nLab
natural numbers object

Context

Topos Theory

topos theory

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In higher category theory

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Induction

Natural numbers object

Idea

Recall that a topos is a category that behaves likes the category Set of sets.

A natural numbers object (NNO) in a topos is an object that behaves in that topos like the set \mathbb{N} of natural numbers does in Set; thus it provides a formulation of the “axiom of infinity” in structural set theory (such as ETCS). The definition is due to William Lawvere.

Definition

In a topos or cartesian closed category

A natural numbers object in a topos (or any cartesian closed category) EE with terminal object 11 is

  • an object \mathbb{N} in EE

  • equipped with

  • such that

    • for every other diagram 1qAfA1 \stackrel{q}{\to}A \stackrel{f}{\to} A

    • there is a unique morphism u:Au : \mathbb{N} \to A such that

1 z s q u u A f A \array{ 1 &\stackrel{z}{\to}& \mathbb{N} &\stackrel{s}{\to}& \mathbb{N} \\ & {}_q\searrow & \downarrow^{u} && \downarrow^{u} \\ && A &\stackrel{f}{\to} & A }

All this may be summed up by saying that a natural numbers object is an initial algebra for the endofunctor X1+XX \mapsto 1 + X (the functor underlying the “maybe monad”). Equivalently, it is an initial algebra for the endo-profunctor Hom E(1,=)×Hom E(,=)Hom_E(1,=) \times Hom_E(-,=).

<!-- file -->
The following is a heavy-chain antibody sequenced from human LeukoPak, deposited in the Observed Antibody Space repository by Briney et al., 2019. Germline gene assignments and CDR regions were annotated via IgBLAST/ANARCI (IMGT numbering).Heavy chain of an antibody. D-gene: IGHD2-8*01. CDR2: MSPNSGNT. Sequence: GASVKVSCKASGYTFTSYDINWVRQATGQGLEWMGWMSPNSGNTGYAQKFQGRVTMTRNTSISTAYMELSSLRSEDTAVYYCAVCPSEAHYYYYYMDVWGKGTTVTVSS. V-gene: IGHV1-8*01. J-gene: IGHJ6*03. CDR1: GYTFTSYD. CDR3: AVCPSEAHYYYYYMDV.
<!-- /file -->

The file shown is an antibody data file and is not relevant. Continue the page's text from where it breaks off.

By the universal property, the natural numbers object is unique up to isomorphism.

In a general category with finite products

Note that this definition actually makes sense in any category EE having finite products. However, if EE is not cartesian closed, then it is better to explicitly assume a stronger version of this definition “with parameters” (which follows automatically when EE is cartesian closed, such as when EE is a topos). What this amounts to is demanding that (,z,s)(\mathbb{N}, z, s) not only be a natural numbers object (in the above, unparametrized sense) in EE, but that also, for each object AA, this is preserved by the cofree coalgebra functor into the Kleisli category of the comonad XA×XX \mapsto A \times X (which may be thought of as the category of maps parametrized by AA). (Put another way, the finite product structure of EE gives rise to a canonical self-indexing, and we are demanding the existence of an (unparametrized) NNO within this indexed category, rather than just within the base EE).

To be explicit:

Definition

In a category with finite products, a parametrized natural numbers object is an object NN together with maps z:1Nz: 1 \to N, s:NNs: N \to N such that given any objects AA, XX and maps f:AXf: A \to X, g:XXg: X \to X, there is a unique map ϕ f,g:A×NX\phi_{f, g}: A \times N \to X making the following diagram commute: